Campaigners who represent EU citizens living in the UK say they are taking stock after losing a High Court fight over the 2019 European Parliament elections.
The3million, which campaigns for an estimated three million EU citizens living in the UK, complained that people were prevented from voting in the 2019 European Parliament elections because of onerous registration requirements.
Leaders took legal action against the Cabinet Office and wanted judges to declare that the government acted unlawfully
Lawyers representing the Cabinet Office disputed the claims and two judges ruled against the3million on Thursday.
Lord Justice Lewis and Sir Michael Supperstone, who had considered evidence at a High Court hearing in London in January, concluded that that registration arrangement had not breached EU law.
A spokeswoman for the3million said leaders were “deeply disappointed”.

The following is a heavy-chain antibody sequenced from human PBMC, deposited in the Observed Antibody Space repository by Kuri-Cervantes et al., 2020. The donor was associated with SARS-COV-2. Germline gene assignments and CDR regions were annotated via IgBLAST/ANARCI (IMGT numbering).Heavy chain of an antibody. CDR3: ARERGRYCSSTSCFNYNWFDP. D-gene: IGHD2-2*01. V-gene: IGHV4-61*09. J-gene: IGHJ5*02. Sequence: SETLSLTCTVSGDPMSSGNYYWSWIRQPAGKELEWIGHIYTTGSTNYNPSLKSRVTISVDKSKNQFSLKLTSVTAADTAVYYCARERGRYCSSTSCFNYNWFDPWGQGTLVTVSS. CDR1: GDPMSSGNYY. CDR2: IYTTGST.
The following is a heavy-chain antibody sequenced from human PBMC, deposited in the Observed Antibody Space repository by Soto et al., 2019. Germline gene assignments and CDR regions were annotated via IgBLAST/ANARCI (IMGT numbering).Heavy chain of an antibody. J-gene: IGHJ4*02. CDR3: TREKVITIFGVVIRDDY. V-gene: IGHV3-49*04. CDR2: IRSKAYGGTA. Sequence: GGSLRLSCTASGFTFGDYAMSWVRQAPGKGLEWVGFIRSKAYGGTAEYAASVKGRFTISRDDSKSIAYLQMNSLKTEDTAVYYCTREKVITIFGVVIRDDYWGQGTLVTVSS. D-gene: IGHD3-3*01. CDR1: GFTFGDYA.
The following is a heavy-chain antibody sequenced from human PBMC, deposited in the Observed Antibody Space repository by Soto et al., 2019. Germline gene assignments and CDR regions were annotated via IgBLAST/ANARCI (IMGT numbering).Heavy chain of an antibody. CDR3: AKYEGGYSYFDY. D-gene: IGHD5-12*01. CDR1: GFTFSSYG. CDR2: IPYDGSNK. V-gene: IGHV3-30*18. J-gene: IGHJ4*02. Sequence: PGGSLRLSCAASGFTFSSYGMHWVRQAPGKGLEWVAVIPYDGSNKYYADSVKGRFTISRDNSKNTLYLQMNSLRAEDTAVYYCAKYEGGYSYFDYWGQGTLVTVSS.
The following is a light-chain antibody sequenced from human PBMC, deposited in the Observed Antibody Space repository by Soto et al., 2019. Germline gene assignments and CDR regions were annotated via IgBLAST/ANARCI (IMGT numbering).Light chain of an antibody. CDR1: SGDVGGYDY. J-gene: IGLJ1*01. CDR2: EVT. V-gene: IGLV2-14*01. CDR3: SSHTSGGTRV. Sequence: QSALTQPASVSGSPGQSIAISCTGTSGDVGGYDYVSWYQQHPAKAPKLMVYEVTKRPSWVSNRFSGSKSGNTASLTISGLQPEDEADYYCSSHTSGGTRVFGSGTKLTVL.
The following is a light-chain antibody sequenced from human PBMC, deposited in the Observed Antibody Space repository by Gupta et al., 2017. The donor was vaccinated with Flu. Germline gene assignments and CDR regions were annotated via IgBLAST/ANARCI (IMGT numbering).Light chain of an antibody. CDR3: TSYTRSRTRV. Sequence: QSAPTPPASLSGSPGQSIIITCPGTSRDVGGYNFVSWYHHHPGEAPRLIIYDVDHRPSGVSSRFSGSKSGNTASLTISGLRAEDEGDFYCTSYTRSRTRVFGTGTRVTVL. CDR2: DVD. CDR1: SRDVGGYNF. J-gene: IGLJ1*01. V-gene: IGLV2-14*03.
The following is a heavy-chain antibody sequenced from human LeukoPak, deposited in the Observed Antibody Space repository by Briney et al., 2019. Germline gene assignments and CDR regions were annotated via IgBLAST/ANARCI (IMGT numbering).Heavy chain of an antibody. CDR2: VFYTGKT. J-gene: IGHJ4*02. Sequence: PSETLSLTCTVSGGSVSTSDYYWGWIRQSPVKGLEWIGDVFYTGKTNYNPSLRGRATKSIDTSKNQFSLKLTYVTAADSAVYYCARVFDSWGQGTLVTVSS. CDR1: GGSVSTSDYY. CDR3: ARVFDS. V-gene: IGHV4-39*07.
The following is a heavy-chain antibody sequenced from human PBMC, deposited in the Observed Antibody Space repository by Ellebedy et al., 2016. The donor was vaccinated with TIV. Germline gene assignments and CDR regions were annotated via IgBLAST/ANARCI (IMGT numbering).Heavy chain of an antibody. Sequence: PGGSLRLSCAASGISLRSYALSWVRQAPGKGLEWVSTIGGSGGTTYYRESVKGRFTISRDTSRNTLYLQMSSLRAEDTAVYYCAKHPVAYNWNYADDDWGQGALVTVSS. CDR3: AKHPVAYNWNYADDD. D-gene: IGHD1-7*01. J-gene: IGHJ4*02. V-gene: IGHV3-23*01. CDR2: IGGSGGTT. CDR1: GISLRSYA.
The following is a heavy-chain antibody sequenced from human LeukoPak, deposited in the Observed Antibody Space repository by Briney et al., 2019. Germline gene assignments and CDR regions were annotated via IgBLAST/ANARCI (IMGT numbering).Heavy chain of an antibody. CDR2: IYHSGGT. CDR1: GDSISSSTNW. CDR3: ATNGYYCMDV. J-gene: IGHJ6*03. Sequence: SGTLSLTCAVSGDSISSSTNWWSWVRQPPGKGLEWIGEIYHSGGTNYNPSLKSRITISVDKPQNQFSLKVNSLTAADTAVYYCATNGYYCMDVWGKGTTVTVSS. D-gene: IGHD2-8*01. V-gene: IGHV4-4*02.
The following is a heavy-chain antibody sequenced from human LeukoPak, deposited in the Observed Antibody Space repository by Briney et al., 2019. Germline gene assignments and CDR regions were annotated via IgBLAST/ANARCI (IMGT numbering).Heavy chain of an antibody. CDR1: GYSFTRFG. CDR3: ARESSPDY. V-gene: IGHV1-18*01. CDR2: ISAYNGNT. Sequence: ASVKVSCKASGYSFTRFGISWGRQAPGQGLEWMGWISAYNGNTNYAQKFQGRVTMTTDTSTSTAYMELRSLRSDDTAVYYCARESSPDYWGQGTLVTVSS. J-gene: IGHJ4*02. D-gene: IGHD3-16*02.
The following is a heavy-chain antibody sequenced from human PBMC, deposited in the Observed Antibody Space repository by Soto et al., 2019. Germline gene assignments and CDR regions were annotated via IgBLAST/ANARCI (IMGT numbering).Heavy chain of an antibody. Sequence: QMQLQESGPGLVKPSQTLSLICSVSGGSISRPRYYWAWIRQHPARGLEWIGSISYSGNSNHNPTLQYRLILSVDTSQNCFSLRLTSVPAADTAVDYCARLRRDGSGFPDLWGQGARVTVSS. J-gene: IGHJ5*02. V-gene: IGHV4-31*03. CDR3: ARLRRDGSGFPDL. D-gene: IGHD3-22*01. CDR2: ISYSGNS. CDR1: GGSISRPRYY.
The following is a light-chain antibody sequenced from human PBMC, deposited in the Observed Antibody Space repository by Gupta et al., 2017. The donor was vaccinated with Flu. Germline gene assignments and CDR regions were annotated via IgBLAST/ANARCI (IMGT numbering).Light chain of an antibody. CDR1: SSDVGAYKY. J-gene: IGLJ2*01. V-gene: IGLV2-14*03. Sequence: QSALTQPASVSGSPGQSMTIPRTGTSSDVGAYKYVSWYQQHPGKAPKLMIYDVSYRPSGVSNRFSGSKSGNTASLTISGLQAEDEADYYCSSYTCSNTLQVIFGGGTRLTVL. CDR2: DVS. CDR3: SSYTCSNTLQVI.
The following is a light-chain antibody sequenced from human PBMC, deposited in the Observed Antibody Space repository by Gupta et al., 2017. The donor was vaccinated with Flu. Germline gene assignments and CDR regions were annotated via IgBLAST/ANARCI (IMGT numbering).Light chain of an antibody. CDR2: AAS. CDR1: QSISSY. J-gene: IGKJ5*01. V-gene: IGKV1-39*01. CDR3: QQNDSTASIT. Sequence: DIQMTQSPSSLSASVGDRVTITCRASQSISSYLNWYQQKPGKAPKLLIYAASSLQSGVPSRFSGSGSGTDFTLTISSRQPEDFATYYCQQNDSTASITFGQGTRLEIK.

“The court accepted some EU citizens were denied their vote, but was unwilling to draw any conclusions about the numbers,” she said.
“The case shows that, even though we have evidence of thousands of EU citizens being unable to vote due to the procedures controlled directly by the government, proving systemic discrimination in court is incredibly hard to achieve.”
She added: “We find it hard to reconcile the findings in the judgment with what happened to us in 2019.
“However, EU citizens are facing a growing set of challenges and we are now taking stock of our options.”